Yakov Mirkin, economist
Somewhere in the mid-90s, we were at some premiere in the Kremlin Palace of Congresses, and during the break we went out to breathe on the inner balcony, right above the foyer. Suddenly - apparently, you need to say "suddenly" - Yeltsin appeared below, right in the crowd. There was a moment of general numbness - and loud applause broke out.
It was the mid-90s, there was already a clear feeling that something was going wrong in the country, there was a war, there was a physical decrease in people, there were losses in everything - and it was becoming clearer, clearer, that dreams of freedom, of a great a developed economy, about free breathing, about being on an equal footing with other developed ones - all this may not be, that all the cries about what is wrong and wrong, all these cries rest against a blank wall of power, its conceit, its the highest self-understanding, its unshakable sense of superiority, at least in the economy.
And there was loud applause. And, outwardly, it seemed that he was almost bowing, in any case, he was waiting for it. What was it? What was it? Why is it so? Or the very nature of the power taken independently gives rise to applause - you are you, you took us, you are higher and stronger than us. The audience clapped loudly, a good audience - it was some kind of ballet, if I'm not mistaken, not a parade congress, just people gathered to watch how they dance and dance beautifully.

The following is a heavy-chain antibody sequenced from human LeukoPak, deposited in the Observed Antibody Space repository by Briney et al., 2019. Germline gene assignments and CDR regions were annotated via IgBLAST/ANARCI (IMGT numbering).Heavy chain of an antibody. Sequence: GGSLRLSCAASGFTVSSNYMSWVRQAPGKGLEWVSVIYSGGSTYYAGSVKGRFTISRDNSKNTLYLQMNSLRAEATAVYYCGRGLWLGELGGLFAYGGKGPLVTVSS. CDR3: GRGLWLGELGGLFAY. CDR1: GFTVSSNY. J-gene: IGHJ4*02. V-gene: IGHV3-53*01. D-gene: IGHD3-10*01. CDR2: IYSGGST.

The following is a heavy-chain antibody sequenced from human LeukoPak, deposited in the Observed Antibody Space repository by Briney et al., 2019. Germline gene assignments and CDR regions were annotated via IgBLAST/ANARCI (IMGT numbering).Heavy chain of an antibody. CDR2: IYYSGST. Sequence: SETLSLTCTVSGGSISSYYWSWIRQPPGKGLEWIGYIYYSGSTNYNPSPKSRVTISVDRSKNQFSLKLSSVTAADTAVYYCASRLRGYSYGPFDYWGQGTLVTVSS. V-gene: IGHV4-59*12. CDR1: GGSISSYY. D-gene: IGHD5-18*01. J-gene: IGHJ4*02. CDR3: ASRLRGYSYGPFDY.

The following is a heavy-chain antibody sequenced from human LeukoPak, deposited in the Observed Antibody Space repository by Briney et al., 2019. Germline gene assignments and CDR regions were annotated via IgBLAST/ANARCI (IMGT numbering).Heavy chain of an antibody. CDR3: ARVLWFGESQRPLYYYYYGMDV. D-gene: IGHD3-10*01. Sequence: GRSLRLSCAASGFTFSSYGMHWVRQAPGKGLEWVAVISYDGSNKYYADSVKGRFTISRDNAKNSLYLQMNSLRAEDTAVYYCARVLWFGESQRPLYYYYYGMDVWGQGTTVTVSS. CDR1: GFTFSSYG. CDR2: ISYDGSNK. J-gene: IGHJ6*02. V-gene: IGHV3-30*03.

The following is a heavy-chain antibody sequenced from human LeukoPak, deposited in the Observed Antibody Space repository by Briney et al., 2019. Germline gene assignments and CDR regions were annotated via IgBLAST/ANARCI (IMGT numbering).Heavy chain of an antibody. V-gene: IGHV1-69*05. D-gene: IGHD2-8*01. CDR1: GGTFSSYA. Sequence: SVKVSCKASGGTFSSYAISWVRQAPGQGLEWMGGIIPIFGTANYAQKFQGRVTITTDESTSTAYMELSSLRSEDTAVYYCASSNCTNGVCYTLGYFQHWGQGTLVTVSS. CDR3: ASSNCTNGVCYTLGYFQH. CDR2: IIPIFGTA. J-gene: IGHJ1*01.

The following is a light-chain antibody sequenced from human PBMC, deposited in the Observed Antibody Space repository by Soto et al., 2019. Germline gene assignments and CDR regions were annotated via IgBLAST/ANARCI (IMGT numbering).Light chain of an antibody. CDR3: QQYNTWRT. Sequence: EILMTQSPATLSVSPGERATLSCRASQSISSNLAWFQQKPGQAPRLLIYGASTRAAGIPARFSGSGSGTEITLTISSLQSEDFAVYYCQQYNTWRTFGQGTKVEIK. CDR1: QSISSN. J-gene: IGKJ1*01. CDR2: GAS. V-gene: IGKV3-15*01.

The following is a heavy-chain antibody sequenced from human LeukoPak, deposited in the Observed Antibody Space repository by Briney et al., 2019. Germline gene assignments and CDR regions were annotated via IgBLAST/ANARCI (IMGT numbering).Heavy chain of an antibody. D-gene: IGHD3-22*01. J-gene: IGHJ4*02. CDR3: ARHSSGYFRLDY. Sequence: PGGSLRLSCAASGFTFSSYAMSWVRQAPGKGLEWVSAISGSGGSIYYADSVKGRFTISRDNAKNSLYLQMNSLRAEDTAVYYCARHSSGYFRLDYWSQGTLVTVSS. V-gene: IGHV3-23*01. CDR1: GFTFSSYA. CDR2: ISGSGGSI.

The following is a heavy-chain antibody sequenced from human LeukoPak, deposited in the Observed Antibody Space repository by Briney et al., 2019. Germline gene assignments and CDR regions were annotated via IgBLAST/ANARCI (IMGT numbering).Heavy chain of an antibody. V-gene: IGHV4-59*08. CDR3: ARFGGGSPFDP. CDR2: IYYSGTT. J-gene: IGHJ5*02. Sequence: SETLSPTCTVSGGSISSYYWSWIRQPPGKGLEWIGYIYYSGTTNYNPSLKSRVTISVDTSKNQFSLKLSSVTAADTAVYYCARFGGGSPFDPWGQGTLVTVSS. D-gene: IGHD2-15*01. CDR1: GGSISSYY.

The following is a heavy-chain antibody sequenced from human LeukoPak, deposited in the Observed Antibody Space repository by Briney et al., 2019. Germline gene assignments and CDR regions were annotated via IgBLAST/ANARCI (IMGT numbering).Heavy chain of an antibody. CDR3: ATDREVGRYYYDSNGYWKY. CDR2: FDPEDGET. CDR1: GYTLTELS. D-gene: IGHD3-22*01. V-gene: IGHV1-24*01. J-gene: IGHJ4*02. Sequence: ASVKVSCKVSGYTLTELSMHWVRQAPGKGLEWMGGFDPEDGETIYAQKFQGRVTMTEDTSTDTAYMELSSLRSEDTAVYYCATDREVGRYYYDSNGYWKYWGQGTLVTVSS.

We didn't applaud. We - this is he and she - looked down in bewilderment, asking ourselves what needs to be done so that no one raises their hands to clap you. Or we didn't even ask anything, we just watched - better to say, in a stupor - and all the questions appeared only later, when thirty years had passed and all dreams remained just dreams. And what dreams? Freedom, prosperity, easy breathing, dignity, the standard of living is not worse than in developed countries, the youth of the movement is for everyone. For the vast majority, what is called the social market economy.
But was it so? And what did we really think? Memory sometimes leaves only faded traces. But still, we remember it, we remember it very vividly - the Kremlin Palace of Congresses (it was not called that then), we are on the balcony, trying to catch our breath, Yeltsin suddenly appears downstairs in the foyer, loud applause is heard, and we look at each other. friend and ask ourselves: “How is it so?”, perhaps not quite clearly understanding that there are dreams of a lifetime, but there is just being, day after day, for many years, when they do not come true.
And, most importantly, they may not come true.